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Cooling the Brain

A new technique sheds light on the neurological basis of complex behavior.
November 12, 2008

Scientists at MIT have developed a novel way to selectively cool parts of the brain, slowing them down and shedding light on the function of that particular spot. In a study of songbirds, which are often used as an experimental model of human speech, cooling part of the brain known as the HVC slowed the birds’ songs. Play the videos below to hear a sample song with and without cooling.

According to a press release from MIT,

The song slowed in proportion to the degree of cooling, with the biggest temperature change (a 10 degrees Celsius reduction) causing the song to stretch out by around 30 percent.

Not only did the overall duration of the song increase, so did each individual syllable, so the overall rhythmic structure was preserved without changing the sounds within the song. The effect can be compared to a music box or piano roll. Rotating the drum more slowly slows the tempo of the music without affecting individual notes.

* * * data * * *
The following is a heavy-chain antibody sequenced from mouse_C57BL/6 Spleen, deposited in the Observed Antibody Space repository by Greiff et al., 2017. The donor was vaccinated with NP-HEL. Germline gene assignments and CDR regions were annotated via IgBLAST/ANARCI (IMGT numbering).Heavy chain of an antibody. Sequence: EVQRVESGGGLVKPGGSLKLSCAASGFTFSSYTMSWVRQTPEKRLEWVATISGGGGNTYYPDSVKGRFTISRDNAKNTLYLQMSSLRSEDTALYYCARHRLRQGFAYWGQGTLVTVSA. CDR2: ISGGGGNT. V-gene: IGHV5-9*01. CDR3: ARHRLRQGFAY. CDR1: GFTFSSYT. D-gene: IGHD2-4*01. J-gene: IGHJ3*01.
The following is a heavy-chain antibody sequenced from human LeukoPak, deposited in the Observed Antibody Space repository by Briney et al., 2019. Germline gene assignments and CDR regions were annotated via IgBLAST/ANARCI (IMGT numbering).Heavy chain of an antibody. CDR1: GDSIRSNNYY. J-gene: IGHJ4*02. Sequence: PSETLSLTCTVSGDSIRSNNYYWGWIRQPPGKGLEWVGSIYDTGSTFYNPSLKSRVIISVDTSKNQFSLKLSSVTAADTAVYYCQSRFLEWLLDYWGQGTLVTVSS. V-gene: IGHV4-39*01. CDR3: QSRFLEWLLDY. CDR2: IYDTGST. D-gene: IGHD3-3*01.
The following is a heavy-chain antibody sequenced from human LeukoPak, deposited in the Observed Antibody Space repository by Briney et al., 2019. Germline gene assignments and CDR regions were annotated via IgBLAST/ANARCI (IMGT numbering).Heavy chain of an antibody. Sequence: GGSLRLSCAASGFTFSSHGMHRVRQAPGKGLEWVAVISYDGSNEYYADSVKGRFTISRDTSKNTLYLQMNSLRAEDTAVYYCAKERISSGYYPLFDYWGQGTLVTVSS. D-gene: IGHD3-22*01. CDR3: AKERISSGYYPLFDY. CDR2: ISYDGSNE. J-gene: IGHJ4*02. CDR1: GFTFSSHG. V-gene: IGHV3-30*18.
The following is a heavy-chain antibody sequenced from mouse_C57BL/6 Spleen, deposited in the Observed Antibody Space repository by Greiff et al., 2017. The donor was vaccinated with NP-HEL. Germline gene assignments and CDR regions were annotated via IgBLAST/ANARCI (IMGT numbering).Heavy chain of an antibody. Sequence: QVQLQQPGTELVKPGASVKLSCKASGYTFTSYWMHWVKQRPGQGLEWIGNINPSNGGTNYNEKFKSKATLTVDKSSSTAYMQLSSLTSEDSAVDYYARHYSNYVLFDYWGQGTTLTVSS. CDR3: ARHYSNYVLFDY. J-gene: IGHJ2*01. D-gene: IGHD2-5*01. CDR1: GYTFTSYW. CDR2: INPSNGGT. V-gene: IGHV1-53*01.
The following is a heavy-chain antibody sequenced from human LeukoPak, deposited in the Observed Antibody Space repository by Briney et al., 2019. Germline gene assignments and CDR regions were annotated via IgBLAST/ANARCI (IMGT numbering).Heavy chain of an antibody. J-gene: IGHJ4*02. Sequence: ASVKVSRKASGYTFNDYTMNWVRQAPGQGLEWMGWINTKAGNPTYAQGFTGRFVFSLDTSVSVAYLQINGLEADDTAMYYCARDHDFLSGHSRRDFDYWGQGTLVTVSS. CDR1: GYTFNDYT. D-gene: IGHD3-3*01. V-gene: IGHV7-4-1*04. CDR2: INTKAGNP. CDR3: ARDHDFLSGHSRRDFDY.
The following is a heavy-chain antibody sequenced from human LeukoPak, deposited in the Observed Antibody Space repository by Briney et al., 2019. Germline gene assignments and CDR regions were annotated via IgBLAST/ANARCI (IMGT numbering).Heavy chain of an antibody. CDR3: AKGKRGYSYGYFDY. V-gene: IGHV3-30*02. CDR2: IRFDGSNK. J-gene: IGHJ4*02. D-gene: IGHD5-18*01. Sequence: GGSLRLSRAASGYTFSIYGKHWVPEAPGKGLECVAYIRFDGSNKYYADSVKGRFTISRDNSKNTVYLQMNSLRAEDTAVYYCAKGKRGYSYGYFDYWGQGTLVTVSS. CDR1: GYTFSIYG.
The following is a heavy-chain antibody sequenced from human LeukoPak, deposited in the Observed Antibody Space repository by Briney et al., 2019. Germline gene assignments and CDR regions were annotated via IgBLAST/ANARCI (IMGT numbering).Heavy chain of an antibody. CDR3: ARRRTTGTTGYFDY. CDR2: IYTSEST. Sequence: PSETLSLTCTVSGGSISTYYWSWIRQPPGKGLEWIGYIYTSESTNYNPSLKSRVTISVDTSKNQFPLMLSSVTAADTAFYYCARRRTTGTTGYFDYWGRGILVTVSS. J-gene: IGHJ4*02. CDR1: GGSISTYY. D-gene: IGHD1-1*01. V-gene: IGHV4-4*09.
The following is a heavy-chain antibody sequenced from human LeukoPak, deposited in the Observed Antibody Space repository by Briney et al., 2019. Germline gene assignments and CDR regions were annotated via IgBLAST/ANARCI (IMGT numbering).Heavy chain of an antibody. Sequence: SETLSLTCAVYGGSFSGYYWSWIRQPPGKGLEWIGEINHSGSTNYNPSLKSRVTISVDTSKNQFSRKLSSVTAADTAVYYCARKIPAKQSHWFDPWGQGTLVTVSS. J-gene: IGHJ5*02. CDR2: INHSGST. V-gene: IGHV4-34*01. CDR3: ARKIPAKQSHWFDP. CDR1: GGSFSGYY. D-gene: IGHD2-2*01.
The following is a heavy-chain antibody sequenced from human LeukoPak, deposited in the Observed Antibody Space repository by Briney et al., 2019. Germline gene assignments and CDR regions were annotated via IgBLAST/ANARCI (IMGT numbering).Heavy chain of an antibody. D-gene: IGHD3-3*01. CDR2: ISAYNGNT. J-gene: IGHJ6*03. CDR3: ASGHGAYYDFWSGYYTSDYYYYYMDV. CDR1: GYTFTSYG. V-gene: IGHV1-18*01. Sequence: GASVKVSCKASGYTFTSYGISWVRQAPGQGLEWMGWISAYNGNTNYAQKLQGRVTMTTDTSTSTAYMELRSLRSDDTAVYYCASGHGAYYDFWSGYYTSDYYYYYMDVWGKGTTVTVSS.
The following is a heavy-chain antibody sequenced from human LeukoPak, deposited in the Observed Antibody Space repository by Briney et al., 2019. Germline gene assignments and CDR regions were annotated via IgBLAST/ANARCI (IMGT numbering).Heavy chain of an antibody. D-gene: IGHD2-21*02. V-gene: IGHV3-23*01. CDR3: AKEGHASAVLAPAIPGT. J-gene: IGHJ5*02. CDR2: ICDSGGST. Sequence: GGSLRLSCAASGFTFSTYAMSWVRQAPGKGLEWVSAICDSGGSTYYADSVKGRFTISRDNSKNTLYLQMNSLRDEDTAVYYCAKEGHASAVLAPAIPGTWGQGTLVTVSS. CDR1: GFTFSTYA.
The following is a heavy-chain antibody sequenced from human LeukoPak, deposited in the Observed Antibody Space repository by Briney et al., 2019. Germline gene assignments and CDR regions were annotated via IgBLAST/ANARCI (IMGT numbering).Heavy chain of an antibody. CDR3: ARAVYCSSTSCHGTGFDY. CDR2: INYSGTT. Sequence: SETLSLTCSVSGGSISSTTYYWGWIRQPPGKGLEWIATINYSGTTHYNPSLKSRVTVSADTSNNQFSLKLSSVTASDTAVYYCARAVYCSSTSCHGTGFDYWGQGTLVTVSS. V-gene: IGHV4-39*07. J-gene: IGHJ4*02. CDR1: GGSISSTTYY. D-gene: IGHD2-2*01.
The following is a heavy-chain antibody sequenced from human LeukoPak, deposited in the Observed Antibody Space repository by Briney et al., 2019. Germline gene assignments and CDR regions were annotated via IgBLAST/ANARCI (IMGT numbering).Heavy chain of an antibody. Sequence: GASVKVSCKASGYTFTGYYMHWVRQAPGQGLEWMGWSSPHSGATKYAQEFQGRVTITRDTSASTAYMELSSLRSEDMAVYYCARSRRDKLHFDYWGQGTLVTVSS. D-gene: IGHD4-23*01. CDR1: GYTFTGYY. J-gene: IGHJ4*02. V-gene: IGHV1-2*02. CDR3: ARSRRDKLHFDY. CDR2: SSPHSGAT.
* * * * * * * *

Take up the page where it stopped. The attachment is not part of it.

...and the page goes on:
Following this analogy, HVC corresponds to the mechanism that turns the drum; cooling it is equivalent to reducing the speed of rotation.

Michale Fee and his colleagues created the cooling device using technology similar to that used in portable electronic beverage coolers. They say that it could be used to study other complex behaviors, such as walking or swimming.

“We can also use this cooling technology to discover which brain regions control the timing of different complex behaviors in different animals, something that has been very difficult to assess until now,” Fee said in the release. “We know that HVC is related in some ways to [the] human cortex, so it could be showing us a very general mechanism for representing the passage of time within the brain.”

The research was published today in the journal Nature.

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